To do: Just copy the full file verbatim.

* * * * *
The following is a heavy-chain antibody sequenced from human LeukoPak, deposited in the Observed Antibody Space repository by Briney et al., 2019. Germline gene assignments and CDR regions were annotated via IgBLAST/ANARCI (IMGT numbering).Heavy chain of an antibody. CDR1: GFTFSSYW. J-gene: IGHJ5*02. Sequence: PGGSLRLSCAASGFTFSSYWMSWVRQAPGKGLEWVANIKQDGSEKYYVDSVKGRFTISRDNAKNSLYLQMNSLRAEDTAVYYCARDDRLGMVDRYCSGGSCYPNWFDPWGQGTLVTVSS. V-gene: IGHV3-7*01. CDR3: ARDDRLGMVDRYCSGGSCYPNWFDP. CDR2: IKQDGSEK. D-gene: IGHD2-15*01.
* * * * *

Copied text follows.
The following is a heavy-chain antibody sequenced from human LeukoPak, deposited in the Observed Antibody Space repository by Briney et al., 2019. Germline gene assignments and CDR regions were annotated via IgBLAST/ANARCI (IMGT numbering).Heavy chain of an antibody. CDR1: GFTFSSYW. J-gene: IGHJ5*02. Sequence: PGGSLRLSCAASGFTFSSYWMSWVRQAPGKGLEWVANIKQDGSEKYYVDSVKGRFTISRDNAKNSLYLQMNSLRAEDTAVYYCARDDRLGMVDRYCSGGSCYPNWFDPWGQGTLVTVSS. V-gene: IGHV3-7*01. CDR3: ARDDRLGMVDRYCSGGSCYPNWFDP. CDR2: IKQDGSEK. D-gene: IGHD2-15*01.